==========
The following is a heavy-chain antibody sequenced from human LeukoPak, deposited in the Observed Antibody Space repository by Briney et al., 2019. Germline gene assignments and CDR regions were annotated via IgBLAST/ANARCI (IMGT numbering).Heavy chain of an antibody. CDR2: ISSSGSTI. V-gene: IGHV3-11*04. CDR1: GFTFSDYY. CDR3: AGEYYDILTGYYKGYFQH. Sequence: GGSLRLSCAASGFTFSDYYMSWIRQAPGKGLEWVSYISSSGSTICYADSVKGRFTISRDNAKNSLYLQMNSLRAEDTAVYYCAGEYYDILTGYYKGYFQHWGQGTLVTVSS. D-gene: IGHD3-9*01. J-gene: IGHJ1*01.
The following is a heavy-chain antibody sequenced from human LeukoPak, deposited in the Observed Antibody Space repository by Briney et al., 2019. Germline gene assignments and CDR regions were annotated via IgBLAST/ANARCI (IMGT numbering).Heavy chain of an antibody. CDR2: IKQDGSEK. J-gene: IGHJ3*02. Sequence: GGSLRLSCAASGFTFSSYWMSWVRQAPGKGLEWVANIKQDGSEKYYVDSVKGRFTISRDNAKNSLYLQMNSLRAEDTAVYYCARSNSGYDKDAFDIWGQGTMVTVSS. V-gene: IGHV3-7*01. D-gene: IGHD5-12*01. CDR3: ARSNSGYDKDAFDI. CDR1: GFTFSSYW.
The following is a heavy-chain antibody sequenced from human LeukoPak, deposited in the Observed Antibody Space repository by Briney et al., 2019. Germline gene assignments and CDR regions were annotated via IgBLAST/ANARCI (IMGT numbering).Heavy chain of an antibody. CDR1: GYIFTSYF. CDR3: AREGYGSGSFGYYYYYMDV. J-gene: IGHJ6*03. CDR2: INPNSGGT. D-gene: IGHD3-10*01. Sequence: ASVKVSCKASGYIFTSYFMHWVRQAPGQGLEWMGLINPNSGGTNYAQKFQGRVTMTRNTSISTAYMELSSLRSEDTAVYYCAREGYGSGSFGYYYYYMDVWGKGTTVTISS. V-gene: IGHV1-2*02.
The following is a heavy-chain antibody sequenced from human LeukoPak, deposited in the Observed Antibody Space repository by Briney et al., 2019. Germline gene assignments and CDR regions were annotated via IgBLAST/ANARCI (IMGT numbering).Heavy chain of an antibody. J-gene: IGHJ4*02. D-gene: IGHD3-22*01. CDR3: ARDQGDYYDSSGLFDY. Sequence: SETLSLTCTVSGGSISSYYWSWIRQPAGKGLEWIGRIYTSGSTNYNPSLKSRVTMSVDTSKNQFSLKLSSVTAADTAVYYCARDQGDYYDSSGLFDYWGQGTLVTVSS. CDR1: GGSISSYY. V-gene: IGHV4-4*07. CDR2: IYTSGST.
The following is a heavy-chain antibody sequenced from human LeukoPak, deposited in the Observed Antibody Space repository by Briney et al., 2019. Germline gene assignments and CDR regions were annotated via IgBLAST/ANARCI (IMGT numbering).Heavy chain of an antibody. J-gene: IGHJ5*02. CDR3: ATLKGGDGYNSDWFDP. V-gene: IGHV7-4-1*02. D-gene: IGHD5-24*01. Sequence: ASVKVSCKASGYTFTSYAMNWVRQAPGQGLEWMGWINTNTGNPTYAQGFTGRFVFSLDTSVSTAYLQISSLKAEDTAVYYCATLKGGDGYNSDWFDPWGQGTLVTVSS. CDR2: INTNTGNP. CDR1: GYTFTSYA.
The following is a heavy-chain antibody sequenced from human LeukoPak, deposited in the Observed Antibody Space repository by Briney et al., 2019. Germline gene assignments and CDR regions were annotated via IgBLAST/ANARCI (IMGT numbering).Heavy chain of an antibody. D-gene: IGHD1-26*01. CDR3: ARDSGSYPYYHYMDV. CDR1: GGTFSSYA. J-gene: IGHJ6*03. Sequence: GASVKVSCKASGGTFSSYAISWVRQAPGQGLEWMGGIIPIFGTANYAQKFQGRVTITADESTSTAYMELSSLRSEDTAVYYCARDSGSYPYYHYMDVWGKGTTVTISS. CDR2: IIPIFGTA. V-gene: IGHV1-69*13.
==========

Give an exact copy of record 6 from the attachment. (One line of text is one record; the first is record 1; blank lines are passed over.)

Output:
The following is a heavy-chain antibody sequenced from human LeukoPak, deposited in the Observed Antibody Space repository by Briney et al., 2019. Germline gene assignments and CDR regions were annotated via IgBLAST/ANARCI (IMGT numbering).Heavy chain of an antibody. D-gene: IGHD1-26*01. CDR3: ARDSGSYPYYHYMDV. CDR1: GGTFSSYA. J-gene: IGHJ6*03. Sequence: GASVKVSCKASGGTFSSYAISWVRQAPGQGLEWMGGIIPIFGTANYAQKFQGRVTITADESTSTAYMELSSLRSEDTAVYYCARDSGSYPYYHYMDVWGKGTTVTISS. CDR2: IIPIFGTA. V-gene: IGHV1-69*13.